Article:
Tuesday, October 04, 2005

Book Report

I haven't blogged in a while, and I came across something worth blogging about. While I don't have the actual numbers in front of me, I've received word from my publisher that my book has only shipped 3500 copies domestically since it was published in July, 2004. From the numbers I received in April of this year, 3055 of those copies were in the first couple of months.

So what does this mean? I have no idea at this point, other than it doesn't seem to be enough justify another book. That's right...given all the material I've produced in the 15 or so months since the first book was published, I've already started putting another book together - an advanced version of the first one, with more technical, detailed information.

The last bit I got from the publisher is that it's up to me to find out what you, the readers, want in another book in order to get the final, published product to move off of the shelves. From what you've told me so far, it just about amounts to incident response war stories, case studies, and maybe even challenges you can work through. All that I can do...but again, it really doesn't sound promising.

I guess I need to start looking around for another avenue for publication. Fortunately, I got one good pointer at lunch today that I need to follow up on...

Addendum 5 Oct: I thought maybe I should give a brief description of what I was looking to provide in the next book. I wasn't planning for my next effort to be a second edition of the first...rather, my thought was to use the first as a stepping stone and launch off into a more advanced effort. I'd like to go more deeply into actual forensic analysis, with the focus being on analysis. Too many times, I've read papers and books that talk about analysis, and for the most part will only go so far as to say "run this tool, and if you see this in the output, something may be amiss..." I'd like to address data correlation and analysis, across the board...use multiple sources of information (i.e., file system, Registry, Event Log, etc.) to build out as complete a view of the issue as possible. I think that the best way to do that is to present the information, and then present examples via live case studies. This book would be interspersed with "war stories", case studies, and examples. I'd also like to include challenges, and exercises for the reader to work. This one would cover both live and post-mortem analysis.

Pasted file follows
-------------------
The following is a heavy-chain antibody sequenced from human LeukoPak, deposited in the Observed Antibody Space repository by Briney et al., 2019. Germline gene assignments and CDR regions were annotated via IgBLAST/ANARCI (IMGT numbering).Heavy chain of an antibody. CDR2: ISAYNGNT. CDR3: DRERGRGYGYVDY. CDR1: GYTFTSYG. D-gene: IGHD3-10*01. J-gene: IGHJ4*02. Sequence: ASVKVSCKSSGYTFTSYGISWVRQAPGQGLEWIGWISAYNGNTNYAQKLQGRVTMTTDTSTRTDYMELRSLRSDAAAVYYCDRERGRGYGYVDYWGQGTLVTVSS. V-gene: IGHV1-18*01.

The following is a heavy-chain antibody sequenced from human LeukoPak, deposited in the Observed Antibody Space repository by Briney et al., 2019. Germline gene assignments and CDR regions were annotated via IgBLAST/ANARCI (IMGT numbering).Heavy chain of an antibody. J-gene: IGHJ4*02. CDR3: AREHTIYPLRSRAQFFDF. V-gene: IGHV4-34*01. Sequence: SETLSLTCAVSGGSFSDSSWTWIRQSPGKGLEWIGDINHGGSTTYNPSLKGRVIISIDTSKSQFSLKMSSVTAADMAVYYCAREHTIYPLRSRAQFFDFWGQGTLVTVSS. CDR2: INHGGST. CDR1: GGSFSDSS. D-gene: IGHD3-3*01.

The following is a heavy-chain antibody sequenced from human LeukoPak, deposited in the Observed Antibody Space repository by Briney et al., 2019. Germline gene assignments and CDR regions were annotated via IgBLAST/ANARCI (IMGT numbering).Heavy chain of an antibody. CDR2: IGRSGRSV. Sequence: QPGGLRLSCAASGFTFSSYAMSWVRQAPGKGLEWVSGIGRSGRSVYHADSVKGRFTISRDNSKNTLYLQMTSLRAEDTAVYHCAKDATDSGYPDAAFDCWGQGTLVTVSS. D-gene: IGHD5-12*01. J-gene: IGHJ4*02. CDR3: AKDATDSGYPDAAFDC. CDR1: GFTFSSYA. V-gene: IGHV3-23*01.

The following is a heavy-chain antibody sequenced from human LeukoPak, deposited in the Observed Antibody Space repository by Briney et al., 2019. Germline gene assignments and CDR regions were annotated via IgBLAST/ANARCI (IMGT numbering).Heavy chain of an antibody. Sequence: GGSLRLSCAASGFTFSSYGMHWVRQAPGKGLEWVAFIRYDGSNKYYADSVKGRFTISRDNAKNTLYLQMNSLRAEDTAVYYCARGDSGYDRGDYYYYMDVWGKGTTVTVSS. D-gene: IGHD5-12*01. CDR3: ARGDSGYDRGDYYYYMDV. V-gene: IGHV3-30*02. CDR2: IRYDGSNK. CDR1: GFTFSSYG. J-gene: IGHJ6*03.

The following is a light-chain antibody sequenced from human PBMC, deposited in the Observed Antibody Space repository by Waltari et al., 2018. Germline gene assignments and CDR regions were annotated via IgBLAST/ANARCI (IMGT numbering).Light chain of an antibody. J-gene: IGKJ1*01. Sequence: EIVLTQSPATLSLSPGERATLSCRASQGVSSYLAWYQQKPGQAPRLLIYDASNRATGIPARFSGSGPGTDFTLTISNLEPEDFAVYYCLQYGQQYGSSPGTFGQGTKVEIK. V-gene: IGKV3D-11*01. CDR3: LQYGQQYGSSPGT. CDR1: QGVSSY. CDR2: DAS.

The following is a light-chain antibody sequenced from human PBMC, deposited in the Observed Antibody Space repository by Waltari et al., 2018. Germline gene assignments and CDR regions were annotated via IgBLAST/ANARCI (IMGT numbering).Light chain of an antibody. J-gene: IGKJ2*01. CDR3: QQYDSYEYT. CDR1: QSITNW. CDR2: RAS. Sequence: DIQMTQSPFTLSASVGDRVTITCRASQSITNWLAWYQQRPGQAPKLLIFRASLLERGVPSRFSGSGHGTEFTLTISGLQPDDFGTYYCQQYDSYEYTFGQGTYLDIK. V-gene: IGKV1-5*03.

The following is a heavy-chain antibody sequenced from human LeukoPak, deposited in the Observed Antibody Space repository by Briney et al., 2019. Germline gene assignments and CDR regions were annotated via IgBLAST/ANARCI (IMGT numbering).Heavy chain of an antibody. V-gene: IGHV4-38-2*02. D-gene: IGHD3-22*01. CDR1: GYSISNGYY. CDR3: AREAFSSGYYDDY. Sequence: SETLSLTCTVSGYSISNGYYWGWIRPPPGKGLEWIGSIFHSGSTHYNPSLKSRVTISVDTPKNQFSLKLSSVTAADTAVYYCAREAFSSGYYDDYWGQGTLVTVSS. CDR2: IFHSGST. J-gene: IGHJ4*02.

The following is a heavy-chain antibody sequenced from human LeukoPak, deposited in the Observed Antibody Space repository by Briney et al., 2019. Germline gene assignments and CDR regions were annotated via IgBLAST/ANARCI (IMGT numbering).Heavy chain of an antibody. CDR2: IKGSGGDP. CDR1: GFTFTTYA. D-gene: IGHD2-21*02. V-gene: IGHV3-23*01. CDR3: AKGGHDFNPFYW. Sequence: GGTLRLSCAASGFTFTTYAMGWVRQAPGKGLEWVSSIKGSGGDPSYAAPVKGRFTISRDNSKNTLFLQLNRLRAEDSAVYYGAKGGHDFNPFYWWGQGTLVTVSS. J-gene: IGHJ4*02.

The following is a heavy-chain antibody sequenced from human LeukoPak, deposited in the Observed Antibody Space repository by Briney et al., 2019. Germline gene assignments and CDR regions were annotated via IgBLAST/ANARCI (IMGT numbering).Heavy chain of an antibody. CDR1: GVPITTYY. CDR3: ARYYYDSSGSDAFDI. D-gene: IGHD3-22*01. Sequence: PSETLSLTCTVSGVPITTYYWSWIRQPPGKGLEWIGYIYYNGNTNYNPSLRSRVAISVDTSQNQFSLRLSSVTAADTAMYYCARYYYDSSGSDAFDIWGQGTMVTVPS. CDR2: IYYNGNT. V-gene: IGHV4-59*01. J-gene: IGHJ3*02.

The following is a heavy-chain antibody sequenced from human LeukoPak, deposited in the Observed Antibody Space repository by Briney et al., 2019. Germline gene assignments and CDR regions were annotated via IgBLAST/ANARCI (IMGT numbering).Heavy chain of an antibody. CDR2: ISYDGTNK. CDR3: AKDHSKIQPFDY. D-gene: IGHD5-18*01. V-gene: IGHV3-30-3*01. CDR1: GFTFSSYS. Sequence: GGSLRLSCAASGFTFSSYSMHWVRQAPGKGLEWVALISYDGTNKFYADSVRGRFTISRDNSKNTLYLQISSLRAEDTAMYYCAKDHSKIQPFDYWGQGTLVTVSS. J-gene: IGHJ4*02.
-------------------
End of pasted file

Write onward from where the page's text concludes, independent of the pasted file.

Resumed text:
If you've followed this blog, you're familiar with some of what's going to appear in the book...the tools I've released, things I've mentioned here (with more detailed research and analysis) will all be part of the book.

What do you think of something like this? Is this a pipe dream, or is it something you'd like to have on your reference shelf?

5 comments:

Anonymous said...

It sounds like you've got a lot of really good ideas for your next book. It seems that case studies and war stories are popular these days seeing how well the "Stealing the Network" books have done.

Maybe a different title would make the book appeal to more people. Personally, a title like "Windows forensics and Incident Recoverty" sounds like a very technical and boring book, but something like "Case Studies and Windows Forensics" or something might catch more search requests?

Anyway, I just found your blog and look forward to reading your past articles.

Keydet89 said...

Thanks for your comments.

How does "Practical Windows Forensic Analysis" sound?

Anonymous said...

Personally I'd rather hear from experience rather than imagination. Something like The Cuckoo's Egg instead of something like Stealing The Network. Either way though it sounds like it's going to offer a whole lot more than a good story so I'd buy it.

-Adam

Keydet89 said...

In all honesty, experience can be boring. The reason for this is because most of the really good, interesting cases can't be discussed...even if they're scoured. In real life, many investigations are keyword searches, etc. Things get interesting when different languages are used.

Some things can be disclosed, others can't. I've linked to some "investigations" here in my blog, for what it's worth.

Rather than a book, what would you think about a course?

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